Tag Archives: Gary Gutting

Partly Cloudy, with a 30% Chance of Riots

Gary Gutting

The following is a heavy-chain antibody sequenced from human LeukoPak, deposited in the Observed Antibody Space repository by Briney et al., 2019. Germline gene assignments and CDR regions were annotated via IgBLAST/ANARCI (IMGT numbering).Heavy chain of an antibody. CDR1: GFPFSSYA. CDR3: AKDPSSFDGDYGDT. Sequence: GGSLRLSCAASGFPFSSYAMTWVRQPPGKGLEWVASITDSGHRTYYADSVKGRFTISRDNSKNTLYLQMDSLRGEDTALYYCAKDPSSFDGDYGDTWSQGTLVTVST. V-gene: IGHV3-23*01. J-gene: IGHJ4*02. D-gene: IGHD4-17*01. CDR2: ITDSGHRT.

In this morning’s New York Times, distinguished philosopher Gary Gutting raises a commonly discussed set of questions about social science research and theory and the ability to make accurate predictions. As is common in such arguments, physics is held up as the best “real” science because it gives us theories with clear predictions that always work. Experimental evidence has allowed for the clear elaboration of (what appear to be) invariant physical laws, at least in areas like classical mechanics (e.g. we can predict precisely where the moon will be 200 years, 3 days, and 7 hours from now). The social sciences are then held in contrast to this. As the argument goes, the social world is amazingly complex, making it hard to generate predictions, and it is often too difficult or too immoral to do controlled experiments on people, so social scientists could never test those predictions anyway. Gutting’s conclusion: “we need to develop a much better sense of the severely limited reliability of social scientific results.” And the implication he draws from this conclusion? Continue reading


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